7. Establish the enabling framework for research and development corporations, similar to those in rural industries, for appropriate sectors of the economy.
There is clear evidence that cooperation between universities and business in undertaking research and development (R&D) and commercialising the results can provide new and exciting growth opportunities for Australia.  However demarcation issues such as ownership of intellectual property (IP), together with changing the parameters for government financial support for universities to enshrine outcomes rather than pure R&D should be an integral part of the funding criteria.
These issues are considered and underpin a number of additional recommendations relevant to an inclusive growth agenda that will be made in CEDA's April research report on Advanced Manufacturing.
CAPABILITY AND WORKFORCE DEVELOPMENT
A nation's most valuable resource is its people - its human capital - and how well it performs in productivity and raising living standards depends critically on ensuring that their capabilities and agility are developed to their full potential, and that we have adaptive and consultative workplaces. While Australia has had relatively high levels of participation and employment in recent times, there are segments of the community where skill development and participation are poor.
To maximise national human capital needs Australia should re-focus and optimise education and training and develop a less adversarial and more flexible industrial relations environment by:
8. Developing a unified, over-arching policy framework to guide the allocation of investment in education and training from early childhood to further education and training and tertiary education. This should examine the entire educational process and allocate investments in a targeted way, building on previous investments. It should also target underperformance, particularly children from disadvantaged groups in the population. At the other end of the spectrum, develop initiatives targeted at optimising the capabilities of the brightest children.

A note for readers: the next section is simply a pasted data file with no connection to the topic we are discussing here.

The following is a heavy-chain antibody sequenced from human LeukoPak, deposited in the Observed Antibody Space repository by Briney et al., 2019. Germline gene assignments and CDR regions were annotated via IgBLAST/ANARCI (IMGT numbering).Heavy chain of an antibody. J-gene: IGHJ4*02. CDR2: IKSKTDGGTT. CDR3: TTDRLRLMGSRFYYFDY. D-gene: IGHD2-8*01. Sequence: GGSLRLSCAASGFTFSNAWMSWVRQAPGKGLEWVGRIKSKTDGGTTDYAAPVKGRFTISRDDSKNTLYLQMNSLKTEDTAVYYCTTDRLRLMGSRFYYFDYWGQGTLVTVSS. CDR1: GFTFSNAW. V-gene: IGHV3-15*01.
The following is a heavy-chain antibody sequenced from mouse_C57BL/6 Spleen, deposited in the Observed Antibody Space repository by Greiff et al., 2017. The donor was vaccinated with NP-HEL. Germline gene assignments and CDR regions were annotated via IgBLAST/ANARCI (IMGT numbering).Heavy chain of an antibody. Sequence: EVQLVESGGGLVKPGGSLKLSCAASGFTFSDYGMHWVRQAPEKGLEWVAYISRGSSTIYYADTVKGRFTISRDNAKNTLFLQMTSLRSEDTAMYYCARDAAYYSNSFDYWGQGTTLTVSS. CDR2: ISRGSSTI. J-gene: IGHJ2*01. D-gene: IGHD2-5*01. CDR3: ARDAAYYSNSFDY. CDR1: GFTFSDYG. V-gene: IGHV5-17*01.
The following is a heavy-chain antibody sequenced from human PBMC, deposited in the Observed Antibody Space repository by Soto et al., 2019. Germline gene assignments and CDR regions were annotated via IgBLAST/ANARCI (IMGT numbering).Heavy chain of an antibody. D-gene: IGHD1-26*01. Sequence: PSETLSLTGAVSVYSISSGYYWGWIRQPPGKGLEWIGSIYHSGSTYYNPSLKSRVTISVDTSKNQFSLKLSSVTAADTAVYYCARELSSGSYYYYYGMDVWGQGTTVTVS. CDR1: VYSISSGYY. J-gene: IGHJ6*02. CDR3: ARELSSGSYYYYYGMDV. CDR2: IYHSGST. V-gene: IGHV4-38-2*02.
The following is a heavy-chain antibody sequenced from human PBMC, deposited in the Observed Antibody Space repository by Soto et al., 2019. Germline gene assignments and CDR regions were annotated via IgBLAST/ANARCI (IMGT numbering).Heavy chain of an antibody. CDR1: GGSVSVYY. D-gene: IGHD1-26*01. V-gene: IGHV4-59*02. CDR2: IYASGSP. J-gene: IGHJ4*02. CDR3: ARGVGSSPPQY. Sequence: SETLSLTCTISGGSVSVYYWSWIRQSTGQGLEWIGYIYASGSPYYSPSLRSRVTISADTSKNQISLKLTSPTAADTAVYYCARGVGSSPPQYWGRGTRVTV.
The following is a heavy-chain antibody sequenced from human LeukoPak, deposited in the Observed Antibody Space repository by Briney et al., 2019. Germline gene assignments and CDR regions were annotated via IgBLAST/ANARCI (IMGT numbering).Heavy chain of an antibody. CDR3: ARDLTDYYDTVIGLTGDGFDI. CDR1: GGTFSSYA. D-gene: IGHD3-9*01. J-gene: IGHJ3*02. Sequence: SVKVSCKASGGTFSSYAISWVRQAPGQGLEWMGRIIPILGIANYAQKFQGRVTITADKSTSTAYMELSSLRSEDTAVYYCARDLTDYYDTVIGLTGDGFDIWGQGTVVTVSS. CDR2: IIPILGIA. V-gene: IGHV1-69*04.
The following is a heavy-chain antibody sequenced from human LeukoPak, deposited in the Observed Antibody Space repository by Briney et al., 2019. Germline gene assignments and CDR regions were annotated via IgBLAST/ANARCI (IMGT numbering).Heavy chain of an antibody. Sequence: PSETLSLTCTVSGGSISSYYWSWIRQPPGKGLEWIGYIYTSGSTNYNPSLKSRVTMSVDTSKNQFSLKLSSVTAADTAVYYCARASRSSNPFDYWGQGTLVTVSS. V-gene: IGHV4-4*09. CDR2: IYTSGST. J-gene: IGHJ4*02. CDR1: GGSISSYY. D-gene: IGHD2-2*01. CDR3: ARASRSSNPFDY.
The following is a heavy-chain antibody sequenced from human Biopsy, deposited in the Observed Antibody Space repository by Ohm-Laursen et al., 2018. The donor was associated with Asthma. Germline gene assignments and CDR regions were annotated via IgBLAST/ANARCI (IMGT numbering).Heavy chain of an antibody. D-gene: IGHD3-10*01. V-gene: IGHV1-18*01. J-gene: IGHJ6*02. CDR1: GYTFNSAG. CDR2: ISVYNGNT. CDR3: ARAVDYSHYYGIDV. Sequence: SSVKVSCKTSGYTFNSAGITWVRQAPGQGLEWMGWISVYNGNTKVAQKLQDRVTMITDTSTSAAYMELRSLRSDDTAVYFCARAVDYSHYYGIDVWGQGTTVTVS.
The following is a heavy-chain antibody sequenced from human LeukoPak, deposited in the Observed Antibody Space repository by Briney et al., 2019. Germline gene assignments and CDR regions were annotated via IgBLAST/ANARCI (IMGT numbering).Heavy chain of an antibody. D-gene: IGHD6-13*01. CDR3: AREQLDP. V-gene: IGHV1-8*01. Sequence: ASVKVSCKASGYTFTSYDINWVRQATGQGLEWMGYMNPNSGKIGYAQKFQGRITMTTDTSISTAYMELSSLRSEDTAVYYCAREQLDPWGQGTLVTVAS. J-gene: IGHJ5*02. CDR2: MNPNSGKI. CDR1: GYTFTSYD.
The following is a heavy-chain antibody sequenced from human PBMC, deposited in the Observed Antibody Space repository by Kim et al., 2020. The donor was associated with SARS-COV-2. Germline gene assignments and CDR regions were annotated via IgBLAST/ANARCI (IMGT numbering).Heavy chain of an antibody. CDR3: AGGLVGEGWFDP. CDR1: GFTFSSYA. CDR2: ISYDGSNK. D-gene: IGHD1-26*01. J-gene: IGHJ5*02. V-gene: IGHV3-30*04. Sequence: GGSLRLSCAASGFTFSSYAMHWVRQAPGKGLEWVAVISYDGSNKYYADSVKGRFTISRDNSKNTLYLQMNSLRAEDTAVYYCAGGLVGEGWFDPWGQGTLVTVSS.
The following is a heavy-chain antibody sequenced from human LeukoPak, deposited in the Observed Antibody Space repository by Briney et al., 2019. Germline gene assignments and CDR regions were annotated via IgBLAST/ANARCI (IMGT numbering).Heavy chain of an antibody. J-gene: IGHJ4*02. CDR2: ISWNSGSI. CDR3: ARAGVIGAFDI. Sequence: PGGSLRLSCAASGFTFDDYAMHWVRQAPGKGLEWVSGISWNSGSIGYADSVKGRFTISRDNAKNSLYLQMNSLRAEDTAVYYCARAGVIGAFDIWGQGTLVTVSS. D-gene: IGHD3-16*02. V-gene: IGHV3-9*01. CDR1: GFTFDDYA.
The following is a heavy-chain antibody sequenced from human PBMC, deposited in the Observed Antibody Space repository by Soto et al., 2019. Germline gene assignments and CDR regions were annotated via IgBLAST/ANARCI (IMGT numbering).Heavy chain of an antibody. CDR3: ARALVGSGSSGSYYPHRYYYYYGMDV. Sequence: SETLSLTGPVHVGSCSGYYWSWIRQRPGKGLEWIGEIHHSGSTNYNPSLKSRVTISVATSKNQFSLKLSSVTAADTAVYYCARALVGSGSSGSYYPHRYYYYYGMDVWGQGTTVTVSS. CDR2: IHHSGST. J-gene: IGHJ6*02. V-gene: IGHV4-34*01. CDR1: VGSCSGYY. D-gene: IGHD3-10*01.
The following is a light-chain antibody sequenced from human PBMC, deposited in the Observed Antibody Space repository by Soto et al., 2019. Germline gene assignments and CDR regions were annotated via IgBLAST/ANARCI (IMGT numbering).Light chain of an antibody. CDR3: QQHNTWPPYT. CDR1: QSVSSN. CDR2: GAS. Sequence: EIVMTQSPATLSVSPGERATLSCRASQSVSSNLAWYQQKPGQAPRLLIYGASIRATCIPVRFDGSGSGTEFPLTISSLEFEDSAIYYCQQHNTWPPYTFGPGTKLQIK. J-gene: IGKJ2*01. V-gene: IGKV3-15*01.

9. In the existing workforce, developing a national workforce development plan that aims to engage, and as needed re-skill, under-utilised groups in the workforce.
10. Reviewing Australia's industrial relations system to make it less adversarial, more flexible, adaptive and responsive to the needs of individual sectors and workplaces, for example provide for more flexible negotiation of penalty rates in services such as retail, tourism and hospitality that operate on all days of the week, often day and night (and in some cases 24/7), year round.
CONCLUSION
Real reform is hard.  Real reform requires leadership.  Real reform that is based on an inclusive growth agenda is dependent upon the willingness of policymakers to step outside the shackles of political ideology. Real reform requires a comprehensive plan, a willingness to take risks, and a willingness to take decisions for the greater good, not sectional interests.
The Federal Government has a real opportunity to develop and action a reform agenda that can position Australia for economic prosperity for decades to come. Hard decisions will need to be made and I hope this government has the courage make those decisions in the interests of all Australians and with a clear view to the long term.
THANK YOU.

A copy of the speech is below*.

Thank you for the opportunity to be with you this evening.